CAPA is affected and concerned about the impact of the epidemic of HIV/AIDS, TB and Malaria in the communities in which it serves. This includes an increase in illness and death, especially amongst young adults; an increase in the number of persons needing care including widows, orphans and vulnerable children; elderly caregivers/guardian, decrease in economic status of the people due to illness, early death and overstretching of health facilities among others.
HIV is transmitted through sexual intercourse with an infected individual, transfusion of infected blood, mother-to-child transmission and through contaminated sharp objects with infected blood and body fluids. A large percentage of HIV infection occurs through sexual transmission, either vaginal or anal sex. Therefore, prevention in Sub - Saharan Africa (SSA) largely focuses on disrupting this mode of transmission. Reduction of the spread of HIV can be achieved by abstinence from sex before marriage and mutual heterogeneous fidelity within legal union as well as appropriate and consistence use of condoms by married couples who are HIV positive or discordant to avoid re-infection. However, this does not stop unfaithful partners from infecting faithful partners. Similarly faithful couples may carry infections from previous relationships.
To break the chain of this transmission, the sexually active population should adopt a more positive sexual behaviour in line with God’s injunction. The behaviour change approach has gradually produced results. Since behaviour modification is one of the bedrocks of Christianity, this should be intensified. The Church commits itself to playing a significant role to educate and influence the behaviour and values of her members and communities that will break the chain of sexual transmission of HIV.
Stigma, Denial and Discrimination
Stigma, denial and discrimination (SDD) has made many people not to talk openly about HIV and AIDS in Churches. In many congregations the talk on HIV/AIDS is taken with mixed feelings. While some consider it a serious taboo issue, others regard it as embarrassing. Stigma and discrimination to persons living with and affected by HIV/AIDS worsen the spread and impact of the epidemic.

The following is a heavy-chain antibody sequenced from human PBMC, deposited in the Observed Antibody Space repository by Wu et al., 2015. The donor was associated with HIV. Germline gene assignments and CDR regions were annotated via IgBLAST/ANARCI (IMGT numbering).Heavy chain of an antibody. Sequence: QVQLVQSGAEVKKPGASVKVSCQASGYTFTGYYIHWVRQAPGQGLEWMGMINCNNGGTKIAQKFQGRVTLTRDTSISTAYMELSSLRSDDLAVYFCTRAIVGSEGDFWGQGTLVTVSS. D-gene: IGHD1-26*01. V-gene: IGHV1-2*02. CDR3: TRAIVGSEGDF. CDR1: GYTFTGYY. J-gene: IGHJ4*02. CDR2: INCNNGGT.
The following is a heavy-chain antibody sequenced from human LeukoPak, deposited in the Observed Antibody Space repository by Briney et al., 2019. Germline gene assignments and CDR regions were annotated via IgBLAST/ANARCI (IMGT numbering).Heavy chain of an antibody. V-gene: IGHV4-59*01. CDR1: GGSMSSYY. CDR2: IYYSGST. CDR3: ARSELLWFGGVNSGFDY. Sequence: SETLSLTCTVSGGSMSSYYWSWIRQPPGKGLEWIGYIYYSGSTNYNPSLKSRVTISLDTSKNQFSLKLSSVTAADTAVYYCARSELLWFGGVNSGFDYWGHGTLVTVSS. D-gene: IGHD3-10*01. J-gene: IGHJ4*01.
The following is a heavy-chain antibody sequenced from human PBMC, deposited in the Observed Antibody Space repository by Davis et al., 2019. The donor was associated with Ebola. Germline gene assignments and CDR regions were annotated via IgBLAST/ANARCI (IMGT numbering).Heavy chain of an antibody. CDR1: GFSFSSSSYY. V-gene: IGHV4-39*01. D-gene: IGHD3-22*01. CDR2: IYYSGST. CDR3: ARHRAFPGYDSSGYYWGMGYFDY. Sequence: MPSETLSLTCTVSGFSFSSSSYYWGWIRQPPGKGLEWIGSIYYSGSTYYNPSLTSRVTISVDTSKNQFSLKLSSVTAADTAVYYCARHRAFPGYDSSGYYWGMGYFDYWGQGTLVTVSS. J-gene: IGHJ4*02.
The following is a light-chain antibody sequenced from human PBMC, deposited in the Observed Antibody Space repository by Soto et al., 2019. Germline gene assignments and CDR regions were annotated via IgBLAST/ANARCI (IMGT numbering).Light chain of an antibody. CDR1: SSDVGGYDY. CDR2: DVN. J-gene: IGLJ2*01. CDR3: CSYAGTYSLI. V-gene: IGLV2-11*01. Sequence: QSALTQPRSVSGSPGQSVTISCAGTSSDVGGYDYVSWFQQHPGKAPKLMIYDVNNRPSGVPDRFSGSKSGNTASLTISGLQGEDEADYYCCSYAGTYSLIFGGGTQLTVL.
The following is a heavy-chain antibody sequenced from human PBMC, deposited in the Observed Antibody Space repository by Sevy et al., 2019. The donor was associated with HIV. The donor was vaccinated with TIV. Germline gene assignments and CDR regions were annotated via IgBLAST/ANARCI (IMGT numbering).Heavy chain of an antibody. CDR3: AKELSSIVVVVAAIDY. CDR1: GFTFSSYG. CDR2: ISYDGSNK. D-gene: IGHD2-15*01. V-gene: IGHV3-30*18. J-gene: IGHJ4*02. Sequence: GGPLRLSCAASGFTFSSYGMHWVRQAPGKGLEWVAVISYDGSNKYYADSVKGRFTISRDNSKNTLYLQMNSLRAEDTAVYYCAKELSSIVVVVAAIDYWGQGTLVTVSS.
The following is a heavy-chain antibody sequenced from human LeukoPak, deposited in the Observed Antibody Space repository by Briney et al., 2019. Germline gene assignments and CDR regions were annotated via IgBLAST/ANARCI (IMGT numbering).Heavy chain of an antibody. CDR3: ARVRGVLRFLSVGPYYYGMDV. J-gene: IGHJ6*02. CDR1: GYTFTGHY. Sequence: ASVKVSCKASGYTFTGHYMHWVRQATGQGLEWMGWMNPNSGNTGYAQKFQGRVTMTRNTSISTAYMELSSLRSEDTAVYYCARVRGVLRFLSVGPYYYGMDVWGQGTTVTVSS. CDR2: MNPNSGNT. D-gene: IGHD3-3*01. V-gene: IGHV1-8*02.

Due to the fear of discrimination and stigmatization, individuals living or affected by HIV/AIDS remain silent about their HIV status. This leads to under-reporting of the spread of the epidemic and resistance to the use of VCT services. Affected people shy away from seeking treatment leading to a persistence denial that negatively affects the Church and the wider community.
Care in Health Systems
The infrastructure of the health system within CAPA is weak. Poor coordination and supervision has led to gaps in services delivery. The shortage of health care personnel to administer HIV related care and services has also affected the quality of care given to PLWHA and people affected by AIDS. Blood is still being transfused without HIV screening in some rural centres. This act increases the risk of transfusing HIV infected blood. Strategies will have to be developed to increase the availability of safe blood within blood banks and the screening practices observed within health institutions. CAPA through her Provincial and Diocesan health system has a responsibility to ensure that quality health care and services are provided within its health facilities.
Prevention of Mother to Child Transmission (PMTCT)
The transmission of HIV from mother to child contributes largely to the HIV prevalence amongst children. Efforts to reduce this mode of spread will include increasing the number of pregnant women who know their HIV status and are adhering to advice and counselling to protect their children from the possibility of infection. CAPA recognises the need to protect the rights of all people including un-born children from harm.